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    Google UAC Virtualization. There is some info out there about this approach but nothing too extensive (at least from what I've found so far...but I'm still looking).
     
  19. Kees1958

    Kees1958 Registered Member

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    Trespasser,

    I will have to ask my son. He is on a rugby tour right now, will be back next week. He created a user account which asks for admin password when an elevation request is required. I also know he plays with powershell scripts (I fear he gave me the simple version on how it works :oops: ).

    I clicked a few links on his laptop he had saved: http://blogs.technet.com/richard_macdonald/archive/2007/05/18/990366.aspx

    Regards Kees

    Regards Kees
     
  20. Kees1958

    Kees1958 Registered Member

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    He set up another account, editing the KLM\Software\Microsoft\Windows\CurrentVersion\Policies\System with regedit

    "ConsentPromptBehaviorAdmin"
    User Account Control: Behavior of the Elevation Prompt For Administrators in Admin Approval Mode
    0 = run in quite mode (keep UAC on, but automaticallu elevate to Admin)
    1 = run UAC, when an elevation request occurs, your are asked to enter the admin password
    2 = run UAC, prompts for confirmation to continue a task which requires admin rights (default)

    "ConsentPromptBehaviorUser"
    User Account Control: Behavior of the Elevation Prompt For Standard Users
    0 = no pop-up, disallow/block when UAC is and running as limited user account
    1 = allows you to take over the credentials of the admin by entering account and password
     
  21. Kees1958

    Kees1958 Registered Member

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    Ha your are wrong about the number of processes as a benchmark for efficiency. Tip: Use a better performance monitor than taskmanager, Total CPU time, CPU spike variances and I/O overhead are far more important than number of processes.

    You are right about Returnil, it is an effective solution to freeze the setup of a PC running admin.

    Wondering how you were able to delete OS-related security features of Windows and still have a PC that boots by the way
     
  22. Kees1958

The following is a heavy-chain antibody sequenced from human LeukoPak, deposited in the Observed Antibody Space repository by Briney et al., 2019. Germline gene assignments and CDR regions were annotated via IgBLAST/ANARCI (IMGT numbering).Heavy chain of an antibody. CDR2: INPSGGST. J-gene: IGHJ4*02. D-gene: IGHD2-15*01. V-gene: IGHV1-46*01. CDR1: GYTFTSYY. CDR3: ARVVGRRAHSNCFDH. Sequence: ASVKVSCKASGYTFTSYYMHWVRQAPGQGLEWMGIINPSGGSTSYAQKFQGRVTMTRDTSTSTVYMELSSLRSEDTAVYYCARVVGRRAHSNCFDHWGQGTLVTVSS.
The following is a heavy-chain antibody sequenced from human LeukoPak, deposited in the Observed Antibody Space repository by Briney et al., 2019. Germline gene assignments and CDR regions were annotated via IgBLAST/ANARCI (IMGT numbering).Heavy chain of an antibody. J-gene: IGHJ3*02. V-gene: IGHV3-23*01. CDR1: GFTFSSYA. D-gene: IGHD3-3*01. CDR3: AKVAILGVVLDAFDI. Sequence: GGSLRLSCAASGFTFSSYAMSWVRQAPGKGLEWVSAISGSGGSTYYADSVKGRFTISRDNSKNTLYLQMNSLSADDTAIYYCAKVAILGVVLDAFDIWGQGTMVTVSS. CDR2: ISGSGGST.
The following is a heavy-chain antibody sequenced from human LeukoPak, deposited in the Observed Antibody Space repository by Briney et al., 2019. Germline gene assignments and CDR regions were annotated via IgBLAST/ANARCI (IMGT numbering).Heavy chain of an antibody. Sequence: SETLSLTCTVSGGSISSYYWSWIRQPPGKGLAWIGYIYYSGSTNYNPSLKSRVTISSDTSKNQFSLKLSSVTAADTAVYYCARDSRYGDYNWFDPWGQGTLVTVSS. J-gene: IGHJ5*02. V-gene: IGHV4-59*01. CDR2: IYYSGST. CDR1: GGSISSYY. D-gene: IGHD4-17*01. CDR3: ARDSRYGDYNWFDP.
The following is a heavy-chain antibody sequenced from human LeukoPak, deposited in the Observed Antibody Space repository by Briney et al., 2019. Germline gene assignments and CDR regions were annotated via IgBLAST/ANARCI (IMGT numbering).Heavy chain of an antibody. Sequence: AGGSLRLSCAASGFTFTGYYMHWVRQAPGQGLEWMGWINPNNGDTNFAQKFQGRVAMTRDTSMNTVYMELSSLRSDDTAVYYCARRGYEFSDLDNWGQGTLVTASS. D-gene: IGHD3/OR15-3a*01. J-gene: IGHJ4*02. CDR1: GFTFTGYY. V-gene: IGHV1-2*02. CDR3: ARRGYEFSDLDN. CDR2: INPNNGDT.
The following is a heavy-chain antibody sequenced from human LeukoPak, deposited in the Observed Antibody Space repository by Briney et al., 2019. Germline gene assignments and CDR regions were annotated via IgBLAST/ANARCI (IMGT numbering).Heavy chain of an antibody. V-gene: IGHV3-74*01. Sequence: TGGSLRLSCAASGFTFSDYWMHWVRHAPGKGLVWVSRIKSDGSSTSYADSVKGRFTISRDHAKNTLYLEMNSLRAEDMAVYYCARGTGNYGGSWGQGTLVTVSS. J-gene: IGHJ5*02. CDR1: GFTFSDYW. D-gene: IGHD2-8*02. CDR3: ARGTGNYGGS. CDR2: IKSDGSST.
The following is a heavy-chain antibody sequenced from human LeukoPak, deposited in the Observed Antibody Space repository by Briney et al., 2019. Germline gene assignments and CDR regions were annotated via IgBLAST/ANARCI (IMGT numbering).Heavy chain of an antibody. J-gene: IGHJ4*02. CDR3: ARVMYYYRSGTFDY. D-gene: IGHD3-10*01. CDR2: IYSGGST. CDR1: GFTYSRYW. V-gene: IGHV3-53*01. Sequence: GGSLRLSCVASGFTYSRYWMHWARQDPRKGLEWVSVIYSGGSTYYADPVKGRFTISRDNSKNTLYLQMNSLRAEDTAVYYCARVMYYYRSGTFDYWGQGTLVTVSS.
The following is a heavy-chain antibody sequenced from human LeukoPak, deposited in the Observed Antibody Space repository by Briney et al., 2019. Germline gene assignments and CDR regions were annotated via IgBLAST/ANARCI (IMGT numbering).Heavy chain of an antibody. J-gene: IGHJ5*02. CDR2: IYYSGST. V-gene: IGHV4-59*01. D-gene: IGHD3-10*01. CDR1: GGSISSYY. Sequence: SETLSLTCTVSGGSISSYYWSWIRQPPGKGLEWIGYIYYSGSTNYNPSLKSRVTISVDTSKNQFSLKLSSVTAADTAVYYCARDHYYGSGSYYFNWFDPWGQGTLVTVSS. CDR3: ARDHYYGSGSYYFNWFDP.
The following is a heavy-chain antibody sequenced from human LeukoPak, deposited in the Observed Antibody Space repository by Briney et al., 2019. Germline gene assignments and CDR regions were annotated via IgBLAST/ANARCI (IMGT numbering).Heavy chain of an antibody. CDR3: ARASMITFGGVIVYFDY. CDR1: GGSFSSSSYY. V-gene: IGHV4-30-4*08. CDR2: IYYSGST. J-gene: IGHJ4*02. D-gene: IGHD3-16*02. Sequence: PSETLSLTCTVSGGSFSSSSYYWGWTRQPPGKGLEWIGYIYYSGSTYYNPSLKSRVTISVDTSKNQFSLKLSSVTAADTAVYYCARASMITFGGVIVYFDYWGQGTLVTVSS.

Kees1958 Registered Member

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    Ad 1 see pic, it is an old feature of Avast, a little useless nowaday, but in combination with Pretty Good Security a nice counter measure to prevent moving an executable from user space (where SRP rules) to the admin/system space.
     

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  23. Franklin

    Franklin Registered Member

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    vLite for a base thinning then delete the feck out of it after install.

    All I can say is that if anyone thinks they need UAC then they probably do.

    Limited user account - bah.

    After desktop comes up after a fresh install get Vista to show the full blown admin account at reboot and select it then delete the account you are forced to create at install.

    No more right clicking cmd and selecting "Run as Administrator" as it starts in admin mode.

    But if you want to use your system like having to crack a safe and a lack of confidence then that's your choice.
     
  24. m00nbl00d

    m00nbl00d Registered Member

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    For years, people have been complaining about the insecurity of Windows systems. When Microsoft finally does something about it, what do they do? They (users) don't give a damn. The most sad thing, is that, advanced users advice casual users not to run UAC because is annoying. I have a different opinion, so has my family running a limited user account and software restriction policies, which in terms of limiting, it only limits changes to important system parts, so it won't limit, for example, an e-mail client from getting e-mail messages, a web browser from browsing the web, etc.

    Now, I'm not saying that you don't feel comfortable running in full administrator account.
    If you got the knowledge to be using an admin. account or have the time to check what's happening in the system, then go ahead. But, that's no reason to say/advice to others to do the same.

    Would you feel safer if I tell you to stop taking your shots, just because it won't prevent you from dying? Its a waste of time, a waste of holes in your skin, a waste of money (if you pay for your shots). Bottom line, you live for your shots, believing they will save your life. What for? What's the point?

    Why live in fear?

    What if I tell you I don't take any shots... Am I the one not having lack of confidence...? This would be living in full admin. control, right?


    Cheers
     
  25. Eice

    Eice Registered Member

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    I wouldn't call them advanced users if they go so far as to make the basic mistake of not running UAC not because of any software/hardware problems, but because they think it's "useless bloatware".

    Ignorance, coupled with the confidence/belief that one is knowledgeable, is a very dangerous combination indeed, both to the person himself and those around him.